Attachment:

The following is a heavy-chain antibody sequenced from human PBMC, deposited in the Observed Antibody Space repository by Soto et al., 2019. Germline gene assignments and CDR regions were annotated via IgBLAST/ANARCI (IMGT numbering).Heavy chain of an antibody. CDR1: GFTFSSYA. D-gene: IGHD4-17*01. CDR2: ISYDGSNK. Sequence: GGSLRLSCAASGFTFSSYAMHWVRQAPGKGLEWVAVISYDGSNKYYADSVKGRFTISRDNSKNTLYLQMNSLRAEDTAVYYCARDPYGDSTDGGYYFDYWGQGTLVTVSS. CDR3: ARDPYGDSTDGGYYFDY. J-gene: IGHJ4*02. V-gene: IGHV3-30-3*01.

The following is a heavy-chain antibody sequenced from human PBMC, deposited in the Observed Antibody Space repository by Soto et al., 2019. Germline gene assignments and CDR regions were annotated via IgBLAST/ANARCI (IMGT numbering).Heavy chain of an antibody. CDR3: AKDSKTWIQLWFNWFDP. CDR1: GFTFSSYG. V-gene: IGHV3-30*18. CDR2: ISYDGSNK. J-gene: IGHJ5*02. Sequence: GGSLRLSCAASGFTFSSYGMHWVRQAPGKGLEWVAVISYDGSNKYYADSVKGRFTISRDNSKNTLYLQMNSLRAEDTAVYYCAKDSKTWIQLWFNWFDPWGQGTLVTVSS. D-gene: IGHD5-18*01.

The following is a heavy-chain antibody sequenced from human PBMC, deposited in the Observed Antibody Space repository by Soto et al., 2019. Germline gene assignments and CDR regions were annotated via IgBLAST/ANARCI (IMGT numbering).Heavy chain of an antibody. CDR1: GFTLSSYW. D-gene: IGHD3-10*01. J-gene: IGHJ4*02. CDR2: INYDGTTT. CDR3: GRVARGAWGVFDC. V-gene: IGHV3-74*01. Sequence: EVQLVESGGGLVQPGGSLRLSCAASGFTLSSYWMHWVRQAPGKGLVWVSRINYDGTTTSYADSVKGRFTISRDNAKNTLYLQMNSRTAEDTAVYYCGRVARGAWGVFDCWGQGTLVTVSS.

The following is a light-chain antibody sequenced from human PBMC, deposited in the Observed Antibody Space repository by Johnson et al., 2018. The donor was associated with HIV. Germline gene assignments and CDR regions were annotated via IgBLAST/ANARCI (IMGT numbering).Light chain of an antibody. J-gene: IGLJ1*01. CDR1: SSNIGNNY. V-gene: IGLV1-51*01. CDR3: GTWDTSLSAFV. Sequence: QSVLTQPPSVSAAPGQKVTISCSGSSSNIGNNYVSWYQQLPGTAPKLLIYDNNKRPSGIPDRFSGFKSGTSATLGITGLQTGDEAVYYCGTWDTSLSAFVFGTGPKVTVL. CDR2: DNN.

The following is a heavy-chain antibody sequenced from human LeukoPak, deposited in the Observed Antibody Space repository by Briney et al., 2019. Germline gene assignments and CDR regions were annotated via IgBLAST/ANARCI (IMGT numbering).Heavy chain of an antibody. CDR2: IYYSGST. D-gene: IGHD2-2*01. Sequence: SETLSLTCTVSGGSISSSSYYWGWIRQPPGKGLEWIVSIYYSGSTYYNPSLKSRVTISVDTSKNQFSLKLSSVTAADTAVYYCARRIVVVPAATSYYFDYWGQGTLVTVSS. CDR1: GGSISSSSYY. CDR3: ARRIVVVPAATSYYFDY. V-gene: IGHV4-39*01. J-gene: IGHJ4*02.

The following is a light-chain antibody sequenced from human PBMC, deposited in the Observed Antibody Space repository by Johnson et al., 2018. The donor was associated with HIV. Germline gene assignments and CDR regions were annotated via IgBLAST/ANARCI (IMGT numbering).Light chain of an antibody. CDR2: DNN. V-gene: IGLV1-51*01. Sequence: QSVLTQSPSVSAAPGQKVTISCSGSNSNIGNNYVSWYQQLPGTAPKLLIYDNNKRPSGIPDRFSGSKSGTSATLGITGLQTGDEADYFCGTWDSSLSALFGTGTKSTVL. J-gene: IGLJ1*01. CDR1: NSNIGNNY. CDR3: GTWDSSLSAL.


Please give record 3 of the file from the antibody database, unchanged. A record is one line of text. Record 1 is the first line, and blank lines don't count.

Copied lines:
The following is a heavy-chain antibody sequenced from human PBMC, deposited in the Observed Antibody Space repository by Soto et al., 2019. Germline gene assignments and CDR regions were annotated via IgBLAST/ANARCI (IMGT numbering).Heavy chain of an antibody. CDR1: GFTLSSYW. D-gene: IGHD3-10*01. J-gene: IGHJ4*02. CDR2: INYDGTTT. CDR3: GRVARGAWGVFDC. V-gene: IGHV3-74*01. Sequence: EVQLVESGGGLVQPGGSLRLSCAASGFTLSSYWMHWVRQAPGKGLVWVSRINYDGTTTSYADSVKGRFTISRDNAKNTLYLQMNSRTAEDTAVYYCGRVARGAWGVFDCWGQGTLVTVSS.